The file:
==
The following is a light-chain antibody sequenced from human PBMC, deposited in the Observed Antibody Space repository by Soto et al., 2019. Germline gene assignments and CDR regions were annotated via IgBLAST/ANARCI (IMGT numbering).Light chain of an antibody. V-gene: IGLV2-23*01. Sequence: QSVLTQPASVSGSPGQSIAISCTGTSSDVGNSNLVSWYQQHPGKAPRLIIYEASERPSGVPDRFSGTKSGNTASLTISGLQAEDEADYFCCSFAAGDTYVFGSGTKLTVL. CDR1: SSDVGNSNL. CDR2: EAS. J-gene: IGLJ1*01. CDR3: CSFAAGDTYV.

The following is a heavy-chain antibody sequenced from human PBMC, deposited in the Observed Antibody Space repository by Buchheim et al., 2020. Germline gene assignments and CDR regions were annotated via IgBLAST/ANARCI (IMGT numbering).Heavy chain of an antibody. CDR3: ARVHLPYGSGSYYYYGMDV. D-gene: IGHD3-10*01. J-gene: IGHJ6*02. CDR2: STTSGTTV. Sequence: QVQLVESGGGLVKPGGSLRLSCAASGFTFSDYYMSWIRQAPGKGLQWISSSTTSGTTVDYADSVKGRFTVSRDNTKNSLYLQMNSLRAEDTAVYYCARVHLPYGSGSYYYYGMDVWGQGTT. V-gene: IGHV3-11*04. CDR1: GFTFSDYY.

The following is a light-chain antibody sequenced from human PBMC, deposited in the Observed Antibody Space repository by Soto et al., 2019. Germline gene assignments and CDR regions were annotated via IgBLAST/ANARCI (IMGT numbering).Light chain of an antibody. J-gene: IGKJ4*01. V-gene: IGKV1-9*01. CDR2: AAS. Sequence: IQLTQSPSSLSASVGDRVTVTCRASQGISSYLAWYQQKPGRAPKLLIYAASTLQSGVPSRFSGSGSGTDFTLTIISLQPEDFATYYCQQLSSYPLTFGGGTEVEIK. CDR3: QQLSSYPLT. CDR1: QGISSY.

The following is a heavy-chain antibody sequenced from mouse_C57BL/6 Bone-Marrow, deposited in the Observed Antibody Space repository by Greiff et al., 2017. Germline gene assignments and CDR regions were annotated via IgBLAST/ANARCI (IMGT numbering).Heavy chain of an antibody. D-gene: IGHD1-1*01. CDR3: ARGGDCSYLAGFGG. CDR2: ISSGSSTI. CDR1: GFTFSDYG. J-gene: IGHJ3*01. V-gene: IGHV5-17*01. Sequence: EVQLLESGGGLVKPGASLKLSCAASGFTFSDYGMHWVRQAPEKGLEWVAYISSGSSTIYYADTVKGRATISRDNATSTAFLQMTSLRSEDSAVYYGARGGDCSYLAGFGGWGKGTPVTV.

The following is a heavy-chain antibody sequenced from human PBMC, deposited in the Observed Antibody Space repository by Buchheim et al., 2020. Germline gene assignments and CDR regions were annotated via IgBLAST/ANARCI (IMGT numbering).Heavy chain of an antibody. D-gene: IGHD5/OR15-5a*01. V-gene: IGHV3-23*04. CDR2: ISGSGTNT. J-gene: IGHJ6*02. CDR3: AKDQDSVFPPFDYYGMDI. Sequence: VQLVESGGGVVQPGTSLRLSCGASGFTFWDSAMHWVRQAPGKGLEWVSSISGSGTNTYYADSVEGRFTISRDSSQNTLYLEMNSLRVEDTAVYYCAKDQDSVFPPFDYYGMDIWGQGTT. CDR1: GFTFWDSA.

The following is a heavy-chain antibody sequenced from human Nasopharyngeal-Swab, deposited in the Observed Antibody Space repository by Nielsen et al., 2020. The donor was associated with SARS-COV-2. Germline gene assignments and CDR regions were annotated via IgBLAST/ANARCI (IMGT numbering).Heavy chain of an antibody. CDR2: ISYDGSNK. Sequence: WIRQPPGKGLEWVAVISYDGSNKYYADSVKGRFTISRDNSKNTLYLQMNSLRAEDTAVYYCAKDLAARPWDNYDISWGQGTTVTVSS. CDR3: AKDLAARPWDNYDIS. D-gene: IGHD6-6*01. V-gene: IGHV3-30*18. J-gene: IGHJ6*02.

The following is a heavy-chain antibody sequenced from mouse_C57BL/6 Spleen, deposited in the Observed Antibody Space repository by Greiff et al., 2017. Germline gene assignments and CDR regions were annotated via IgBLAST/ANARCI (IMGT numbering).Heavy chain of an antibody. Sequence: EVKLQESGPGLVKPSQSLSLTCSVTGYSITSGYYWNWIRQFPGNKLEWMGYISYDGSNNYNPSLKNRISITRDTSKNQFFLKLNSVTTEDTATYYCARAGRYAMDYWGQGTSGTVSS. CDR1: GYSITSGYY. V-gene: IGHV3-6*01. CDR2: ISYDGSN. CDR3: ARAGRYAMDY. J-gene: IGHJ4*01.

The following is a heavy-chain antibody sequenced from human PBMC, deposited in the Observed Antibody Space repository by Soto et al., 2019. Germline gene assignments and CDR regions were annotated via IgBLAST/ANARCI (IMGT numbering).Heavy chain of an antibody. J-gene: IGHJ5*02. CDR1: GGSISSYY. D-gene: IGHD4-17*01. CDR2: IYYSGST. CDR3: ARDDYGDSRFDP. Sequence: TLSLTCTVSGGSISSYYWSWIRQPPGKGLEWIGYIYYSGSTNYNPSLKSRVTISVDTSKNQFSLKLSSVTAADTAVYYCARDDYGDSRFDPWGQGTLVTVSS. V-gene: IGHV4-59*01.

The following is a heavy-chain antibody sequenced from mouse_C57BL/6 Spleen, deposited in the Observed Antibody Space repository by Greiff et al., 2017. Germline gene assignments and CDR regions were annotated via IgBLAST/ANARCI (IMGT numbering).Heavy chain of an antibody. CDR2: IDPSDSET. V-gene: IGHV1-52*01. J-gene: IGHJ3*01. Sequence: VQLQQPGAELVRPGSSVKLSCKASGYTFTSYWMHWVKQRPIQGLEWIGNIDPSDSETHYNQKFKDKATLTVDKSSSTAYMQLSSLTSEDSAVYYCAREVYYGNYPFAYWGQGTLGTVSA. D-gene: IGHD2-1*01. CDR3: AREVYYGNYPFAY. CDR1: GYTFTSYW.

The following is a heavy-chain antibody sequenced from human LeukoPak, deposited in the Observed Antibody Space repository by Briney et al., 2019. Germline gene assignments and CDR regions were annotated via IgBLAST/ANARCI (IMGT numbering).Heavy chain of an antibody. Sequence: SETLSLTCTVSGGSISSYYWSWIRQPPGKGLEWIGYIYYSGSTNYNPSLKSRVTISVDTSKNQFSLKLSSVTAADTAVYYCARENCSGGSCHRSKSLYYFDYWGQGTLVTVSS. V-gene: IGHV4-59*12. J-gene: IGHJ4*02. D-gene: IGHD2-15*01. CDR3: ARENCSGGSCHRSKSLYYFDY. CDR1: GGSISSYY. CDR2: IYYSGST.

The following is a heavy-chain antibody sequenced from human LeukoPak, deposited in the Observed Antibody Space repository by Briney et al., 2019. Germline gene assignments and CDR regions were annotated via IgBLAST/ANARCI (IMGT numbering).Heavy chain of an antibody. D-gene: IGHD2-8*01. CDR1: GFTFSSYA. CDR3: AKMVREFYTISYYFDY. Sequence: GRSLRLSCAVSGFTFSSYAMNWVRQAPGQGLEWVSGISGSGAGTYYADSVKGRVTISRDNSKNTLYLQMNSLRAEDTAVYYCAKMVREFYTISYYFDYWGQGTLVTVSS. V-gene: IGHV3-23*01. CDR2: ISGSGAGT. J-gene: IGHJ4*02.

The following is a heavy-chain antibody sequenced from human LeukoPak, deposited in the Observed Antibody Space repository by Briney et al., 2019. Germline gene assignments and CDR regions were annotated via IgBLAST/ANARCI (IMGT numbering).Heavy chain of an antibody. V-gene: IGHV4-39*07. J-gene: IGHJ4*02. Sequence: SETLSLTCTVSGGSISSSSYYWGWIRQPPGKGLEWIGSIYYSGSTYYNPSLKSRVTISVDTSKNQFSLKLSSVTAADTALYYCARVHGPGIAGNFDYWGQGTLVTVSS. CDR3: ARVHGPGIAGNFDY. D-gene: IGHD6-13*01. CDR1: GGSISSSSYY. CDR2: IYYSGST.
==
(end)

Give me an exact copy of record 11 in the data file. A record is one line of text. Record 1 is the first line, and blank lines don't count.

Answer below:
The following is a heavy-chain antibody sequenced from human LeukoPak, deposited in the Observed Antibody Space repository by Briney et al., 2019. Germline gene assignments and CDR regions were annotated via IgBLAST/ANARCI (IMGT numbering).Heavy chain of an antibody. D-gene: IGHD2-8*01. CDR1: GFTFSSYA. CDR3: AKMVREFYTISYYFDY. Sequence: GRSLRLSCAVSGFTFSSYAMNWVRQAPGQGLEWVSGISGSGAGTYYADSVKGRVTISRDNSKNTLYLQMNSLRAEDTAVYYCAKMVREFYTISYYFDYWGQGTLVTVSS. V-gene: IGHV3-23*01. CDR2: ISGSGAGT. J-gene: IGHJ4*02.